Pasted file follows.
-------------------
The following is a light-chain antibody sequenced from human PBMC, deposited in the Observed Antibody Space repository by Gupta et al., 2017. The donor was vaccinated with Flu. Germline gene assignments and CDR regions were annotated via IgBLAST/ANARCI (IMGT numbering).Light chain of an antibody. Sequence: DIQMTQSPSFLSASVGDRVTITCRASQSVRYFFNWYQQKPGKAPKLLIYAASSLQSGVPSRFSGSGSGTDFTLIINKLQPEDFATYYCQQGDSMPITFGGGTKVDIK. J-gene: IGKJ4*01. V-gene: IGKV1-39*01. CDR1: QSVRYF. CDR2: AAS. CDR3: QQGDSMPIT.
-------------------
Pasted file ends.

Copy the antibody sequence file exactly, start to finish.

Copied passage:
The following is a light-chain antibody sequenced from human PBMC, deposited in the Observed Antibody Space repository by Gupta et al., 2017. The donor was vaccinated with Flu. Germline gene assignments and CDR regions were annotated via IgBLAST/ANARCI (IMGT numbering).Light chain of an antibody. Sequence: DIQMTQSPSFLSASVGDRVTITCRASQSVRYFFNWYQQKPGKAPKLLIYAASSLQSGVPSRFSGSGSGTDFTLIINKLQPEDFATYYCQQGDSMPITFGGGTKVDIK. J-gene: IGKJ4*01. V-gene: IGKV1-39*01. CDR1: QSVRYF. CDR2: AAS. CDR3: QQGDSMPIT.